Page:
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(16 Posts)
deploymentbeckons Thu 09-May-13 11:35:20


Can anyone advise if my compromise agreement is sufficient?

Had a meeting with HR, 2 days before I was due to return to work from a year of maternity leave with my first baby - they offered me a compromise agreement. Essentially a larger redundancy package.

How convenient for me? After registering my child at a nursery and paying the first months deposit and advance and countless interviews with childminders. Now i face indefinite unemployment.

HR keeps reminding me that the compromise agreement is essentially an option, and I can return to 'a position/role' even though it is not the right one for me. Knowing that your boss has already totted up your net worth on a agreement - doesn't make it appealing to return to work.

prh47bridge Thu 09-May-13 11:40:50

They should be paying your legal costs. It is in their interests to do so as the agreement is not binding on you unless you have had proper legal advice. Check that they will pay your costs then find a solicitor who specialises in employment law.

awwwwmannnn Thu 09-May-13 13:55:12

A lot would depend on the Compromise Agreement and what the covenants are in it, i.e. what restrictions are going to be placed on you with regards to the redundancy and alternative employment.

I would seriously question why this has only been done 2 days prior to your return to work. If redundancies are being made company wide, then a proper consultation period should be in place (usually about 3 months) during which time all employees who are potentially effected have meetings with the bosses/HR to discuss options and whether their jobs are at risk.

2 days is certainly not enough notice for you to make what is potentially a life changing decision and your employers are very much in the wrong for doing this - did you not have a back to work interview prior to your return??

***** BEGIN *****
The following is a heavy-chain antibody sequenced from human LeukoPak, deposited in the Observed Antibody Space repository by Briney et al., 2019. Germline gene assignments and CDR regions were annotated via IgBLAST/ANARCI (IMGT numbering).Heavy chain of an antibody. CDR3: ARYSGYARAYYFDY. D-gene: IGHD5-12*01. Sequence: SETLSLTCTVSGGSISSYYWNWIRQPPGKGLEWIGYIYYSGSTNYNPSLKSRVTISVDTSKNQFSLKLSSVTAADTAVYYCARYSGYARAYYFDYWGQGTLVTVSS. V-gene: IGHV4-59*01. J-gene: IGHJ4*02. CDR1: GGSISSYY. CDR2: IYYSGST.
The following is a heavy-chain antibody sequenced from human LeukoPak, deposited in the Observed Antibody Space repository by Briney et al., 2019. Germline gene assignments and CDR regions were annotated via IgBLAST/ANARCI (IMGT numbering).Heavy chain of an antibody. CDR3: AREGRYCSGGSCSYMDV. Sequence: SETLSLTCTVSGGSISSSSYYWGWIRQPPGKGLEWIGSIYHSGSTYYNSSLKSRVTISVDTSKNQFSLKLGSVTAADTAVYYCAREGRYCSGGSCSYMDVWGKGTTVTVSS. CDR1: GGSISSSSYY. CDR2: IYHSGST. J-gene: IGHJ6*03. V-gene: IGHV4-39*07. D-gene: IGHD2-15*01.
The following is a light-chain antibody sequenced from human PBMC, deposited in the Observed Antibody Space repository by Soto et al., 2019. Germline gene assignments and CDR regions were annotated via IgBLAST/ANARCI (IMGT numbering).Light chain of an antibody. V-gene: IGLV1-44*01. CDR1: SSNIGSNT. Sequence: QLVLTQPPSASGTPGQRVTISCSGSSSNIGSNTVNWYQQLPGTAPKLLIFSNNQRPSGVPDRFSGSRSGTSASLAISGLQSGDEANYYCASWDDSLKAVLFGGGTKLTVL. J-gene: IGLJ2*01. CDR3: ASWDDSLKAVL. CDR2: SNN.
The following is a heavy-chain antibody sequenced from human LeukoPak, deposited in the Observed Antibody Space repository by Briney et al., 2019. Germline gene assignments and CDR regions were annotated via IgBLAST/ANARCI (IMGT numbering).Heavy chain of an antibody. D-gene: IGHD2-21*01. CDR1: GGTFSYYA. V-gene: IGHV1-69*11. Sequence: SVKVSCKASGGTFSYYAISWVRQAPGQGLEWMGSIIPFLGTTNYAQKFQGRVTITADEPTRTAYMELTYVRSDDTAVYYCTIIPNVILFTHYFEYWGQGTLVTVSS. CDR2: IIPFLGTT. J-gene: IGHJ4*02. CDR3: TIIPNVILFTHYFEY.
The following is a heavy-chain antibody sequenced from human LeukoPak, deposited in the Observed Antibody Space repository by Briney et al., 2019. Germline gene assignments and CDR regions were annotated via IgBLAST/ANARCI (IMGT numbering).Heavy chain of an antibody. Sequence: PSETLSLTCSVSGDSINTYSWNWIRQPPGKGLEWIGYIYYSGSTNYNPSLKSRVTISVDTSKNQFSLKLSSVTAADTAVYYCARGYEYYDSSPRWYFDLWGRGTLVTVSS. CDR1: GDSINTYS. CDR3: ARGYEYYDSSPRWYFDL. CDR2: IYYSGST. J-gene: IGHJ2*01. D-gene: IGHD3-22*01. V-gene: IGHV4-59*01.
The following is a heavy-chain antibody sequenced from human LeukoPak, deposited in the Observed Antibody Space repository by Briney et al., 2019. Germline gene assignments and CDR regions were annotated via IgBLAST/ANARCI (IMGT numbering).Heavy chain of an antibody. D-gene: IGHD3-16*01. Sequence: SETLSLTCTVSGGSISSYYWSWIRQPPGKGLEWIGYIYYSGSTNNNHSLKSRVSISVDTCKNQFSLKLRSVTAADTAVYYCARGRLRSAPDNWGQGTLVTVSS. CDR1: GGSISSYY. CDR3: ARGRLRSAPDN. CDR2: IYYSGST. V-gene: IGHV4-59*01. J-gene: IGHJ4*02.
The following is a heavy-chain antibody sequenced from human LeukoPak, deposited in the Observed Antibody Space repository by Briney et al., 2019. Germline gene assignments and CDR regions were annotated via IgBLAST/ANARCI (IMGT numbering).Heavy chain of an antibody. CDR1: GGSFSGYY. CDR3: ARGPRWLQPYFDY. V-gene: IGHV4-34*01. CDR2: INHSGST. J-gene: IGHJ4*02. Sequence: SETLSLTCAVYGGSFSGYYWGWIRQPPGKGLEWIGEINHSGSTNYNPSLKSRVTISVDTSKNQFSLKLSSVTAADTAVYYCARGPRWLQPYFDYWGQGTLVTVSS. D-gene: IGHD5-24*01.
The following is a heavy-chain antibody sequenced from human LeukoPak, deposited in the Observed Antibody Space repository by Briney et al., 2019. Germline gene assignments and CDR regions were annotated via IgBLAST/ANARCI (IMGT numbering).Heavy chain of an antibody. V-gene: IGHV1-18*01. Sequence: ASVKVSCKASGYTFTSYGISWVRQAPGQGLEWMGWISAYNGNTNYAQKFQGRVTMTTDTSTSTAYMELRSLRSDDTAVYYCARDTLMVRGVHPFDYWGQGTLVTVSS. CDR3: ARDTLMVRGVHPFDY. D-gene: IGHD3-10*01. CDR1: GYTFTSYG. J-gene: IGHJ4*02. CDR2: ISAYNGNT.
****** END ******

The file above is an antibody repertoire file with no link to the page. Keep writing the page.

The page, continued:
if you are unable to pay for legal advice, check your home and contents insurance, a lot of these have provisions to pay for legal advice for employment matters - they are quite easy to spot in the policy - there will be a 24 hour helpline number where you can get proper advice from a solicitor who will advise you as to your best course of action, if they feel that a case can be made or they are able to help you, they will refer you to their panel solicitors who will take matters on for you, paid for by your insurance company.

Failing that, ring ACAS who are amazing and very knowledgeable...and free!!

hope this helps x

EasterHoliday Thu 09-May-13 14:03:42

It's the opening salvo in a negotiation. Now they have probably exposed themselves to an unfair dismissal claim already given teh way / timing they've approached this, even if everything has been without prejudice. If there's a maternity link, well of course there's also sex discrimination (unltd damages).
Given their clear position (why is the role "the wrong one for" you? is that their judgement or yours?), do you want to negotiate a package or are you determined to go back? If you do negotiate, those costs which you've incurred for nursery etc should be factored in because of the way they've timed their proposal.They should also be making a contribution towards your legal fees to negotiate and paper a compromise - have they offered that?
you should respond in writing wiht advice from a solicitor who can give you proper advice on the full facts. Do you think they've already offered your role to the maternity cover or failed to give her notice so that (s)he has gained employment protection by virtue of having been employed for a year?

(fwiw, standard position on a compromise here is 6 mths plus standard redundancy but the 6 mths is i think taxable - depends whether it's expressed as a settlement or payment in lieu etc)

mumblechum1 Thu 09-May-13 15:06:51

They must pay your legal fees for advice. Usually around £350-ish.

awwwwmannnn Thu 09-May-13 17:11:20

They don't have to pay your legal fees as a matter of course!
if you are going down the route of seeking solicitor's advice, when the matter is coming towards an end, you can ask that legal fees be paid as part of the Agreement, but they don't HAVE to pay them.


mumblechum1 Thu 09-May-13 18:04:51

ooops I stand corrected.

flowery Thu 09-May-13 18:08:00

No, you were right mumblechum. If the employer doesn't fund reasonable legal expenses for the employee to get a compromise agreement checked, it will not stand up.

awwwwmannnn Thu 09-May-13 18:36:04

sorry Mumblechum didn't mean to come across as pompus, that certainly wasn't my intention....apologies blush